- Partita for solo violin No. 3 in E major, BWV 1006
- Partita for solo violin No. 2 in D minor, BWV 1004
- Partita for solo violin No. 1 in B minor, BWV 1002
- Sonata for solo violin No. 3 in C major, BWV 1005
- Sonata for solo violin No. 2 in A minor, BWV 1003
- Sonata for solo violin No. 1 in G minor, BWV 1001
21.99 Out Of Stock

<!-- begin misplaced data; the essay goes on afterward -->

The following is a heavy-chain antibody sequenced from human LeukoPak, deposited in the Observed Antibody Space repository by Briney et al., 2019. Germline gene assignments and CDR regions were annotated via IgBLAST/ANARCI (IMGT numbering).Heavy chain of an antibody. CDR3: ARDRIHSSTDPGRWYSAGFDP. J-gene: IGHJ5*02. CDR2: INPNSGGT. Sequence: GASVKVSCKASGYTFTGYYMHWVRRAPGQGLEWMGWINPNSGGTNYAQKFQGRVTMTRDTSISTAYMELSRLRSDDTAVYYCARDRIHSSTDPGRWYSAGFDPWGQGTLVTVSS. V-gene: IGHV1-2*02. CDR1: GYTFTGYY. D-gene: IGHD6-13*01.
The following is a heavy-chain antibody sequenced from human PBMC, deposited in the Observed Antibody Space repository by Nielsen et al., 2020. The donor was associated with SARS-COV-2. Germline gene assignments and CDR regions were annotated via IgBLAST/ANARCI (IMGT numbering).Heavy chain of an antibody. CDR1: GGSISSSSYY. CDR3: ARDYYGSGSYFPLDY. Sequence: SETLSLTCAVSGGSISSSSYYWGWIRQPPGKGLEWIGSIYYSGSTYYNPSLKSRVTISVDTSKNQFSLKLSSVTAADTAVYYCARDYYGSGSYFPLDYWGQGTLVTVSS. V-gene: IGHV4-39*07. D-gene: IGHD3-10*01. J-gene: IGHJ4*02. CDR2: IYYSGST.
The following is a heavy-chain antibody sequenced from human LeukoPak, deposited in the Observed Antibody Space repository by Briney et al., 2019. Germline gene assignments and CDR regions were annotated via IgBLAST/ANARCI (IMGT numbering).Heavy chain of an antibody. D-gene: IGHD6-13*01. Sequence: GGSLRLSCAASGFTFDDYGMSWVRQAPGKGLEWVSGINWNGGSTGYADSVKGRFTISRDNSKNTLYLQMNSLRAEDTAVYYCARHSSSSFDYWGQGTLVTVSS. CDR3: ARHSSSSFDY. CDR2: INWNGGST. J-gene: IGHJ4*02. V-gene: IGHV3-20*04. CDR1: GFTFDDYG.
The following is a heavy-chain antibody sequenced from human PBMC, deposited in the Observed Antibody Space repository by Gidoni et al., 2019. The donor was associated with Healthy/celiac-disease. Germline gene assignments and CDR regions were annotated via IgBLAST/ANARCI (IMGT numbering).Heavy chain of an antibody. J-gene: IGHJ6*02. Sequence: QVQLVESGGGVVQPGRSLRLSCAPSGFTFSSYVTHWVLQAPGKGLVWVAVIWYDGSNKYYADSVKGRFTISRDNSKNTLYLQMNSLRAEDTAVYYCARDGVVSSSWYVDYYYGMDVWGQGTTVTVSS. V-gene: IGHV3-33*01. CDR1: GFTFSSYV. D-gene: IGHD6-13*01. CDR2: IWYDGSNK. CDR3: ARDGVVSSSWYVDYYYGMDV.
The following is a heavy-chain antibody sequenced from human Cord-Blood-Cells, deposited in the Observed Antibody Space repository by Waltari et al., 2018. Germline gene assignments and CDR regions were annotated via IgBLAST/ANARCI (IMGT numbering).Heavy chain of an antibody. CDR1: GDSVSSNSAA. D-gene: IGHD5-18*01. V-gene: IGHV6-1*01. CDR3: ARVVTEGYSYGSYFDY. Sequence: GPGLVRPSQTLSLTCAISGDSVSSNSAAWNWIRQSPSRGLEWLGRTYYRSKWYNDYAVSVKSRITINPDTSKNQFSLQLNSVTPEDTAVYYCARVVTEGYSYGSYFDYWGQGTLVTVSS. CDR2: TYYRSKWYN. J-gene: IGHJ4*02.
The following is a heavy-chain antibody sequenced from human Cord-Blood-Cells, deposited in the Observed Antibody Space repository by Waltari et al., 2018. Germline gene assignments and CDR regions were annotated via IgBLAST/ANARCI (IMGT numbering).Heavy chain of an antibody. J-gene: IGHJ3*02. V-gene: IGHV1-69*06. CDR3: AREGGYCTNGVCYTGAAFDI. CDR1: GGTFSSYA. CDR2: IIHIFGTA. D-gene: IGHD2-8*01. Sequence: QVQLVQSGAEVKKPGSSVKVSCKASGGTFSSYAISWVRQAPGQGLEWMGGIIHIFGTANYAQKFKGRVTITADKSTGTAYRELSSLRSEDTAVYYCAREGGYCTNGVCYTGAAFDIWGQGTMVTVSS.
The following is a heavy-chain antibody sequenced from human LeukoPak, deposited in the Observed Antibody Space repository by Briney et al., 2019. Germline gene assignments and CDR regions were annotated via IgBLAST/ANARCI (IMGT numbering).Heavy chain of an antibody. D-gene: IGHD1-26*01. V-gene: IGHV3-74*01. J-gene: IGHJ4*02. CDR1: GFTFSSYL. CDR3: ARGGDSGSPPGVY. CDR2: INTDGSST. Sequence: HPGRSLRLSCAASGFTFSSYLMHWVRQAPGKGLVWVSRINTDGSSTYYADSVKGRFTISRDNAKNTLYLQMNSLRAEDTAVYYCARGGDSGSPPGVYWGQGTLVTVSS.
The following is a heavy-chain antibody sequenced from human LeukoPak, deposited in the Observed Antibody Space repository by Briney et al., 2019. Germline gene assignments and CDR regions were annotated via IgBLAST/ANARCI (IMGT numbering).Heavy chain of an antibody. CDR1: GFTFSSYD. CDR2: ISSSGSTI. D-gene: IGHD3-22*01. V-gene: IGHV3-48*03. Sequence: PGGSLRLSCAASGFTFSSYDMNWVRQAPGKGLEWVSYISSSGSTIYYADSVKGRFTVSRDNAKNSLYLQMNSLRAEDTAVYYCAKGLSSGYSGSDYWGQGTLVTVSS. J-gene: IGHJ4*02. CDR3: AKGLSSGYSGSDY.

The graphics for this Deutsche Grammophon release bill it as the first period-instrument recording of Bach's Sonatas and Partitas for solo violin, BWV 1001-1006, but it's not quite that simple. Veteran Italian violinist Giuliano Carmignola, hitherto known mostly for recordings of Italian Baroque music, has been taking on Bach's weighty violin masterpieces, and here he uses a 1733 Guarneri violin. This does not, of course, make it a period-instrument performance, for it is the other components that define the sound. The key equipment here is a set of bows by modern maker Emilio Slaviero, based on models by Nicolas Léonard Tourte, one of a pair of 18th century French brothers who, often working with the Italian violin virtuosi whose work formed the basis for Romantic violin technique, developed the forerunners of the modern bow. For many buyers, this will be enough incentive to check out Carmignola's set: his performance does not sound like any other. His tempi are flexible, and his performances have a bit of the ambition of the violin golden age, but with the reduced vibrato and the edgy accents of the historical performance movement. He is perhaps at his best in the monumental "Chaconne" that concludes the "Partita No. 2 for solo violin in D minor, BWV 1004." In the other big movement from the set, the fugue from the "Sonata No. 3 for solo violin in C major, BWV 1005," his interpretation is a bit shapeless, and he's not helped by cavernous sound from the 700-seat Gustav Mahler Saal at the Euregio Cultural Center in Toblach in the Italian Tyrol. Recommended for its fresh combination of modern and historically oriented traits.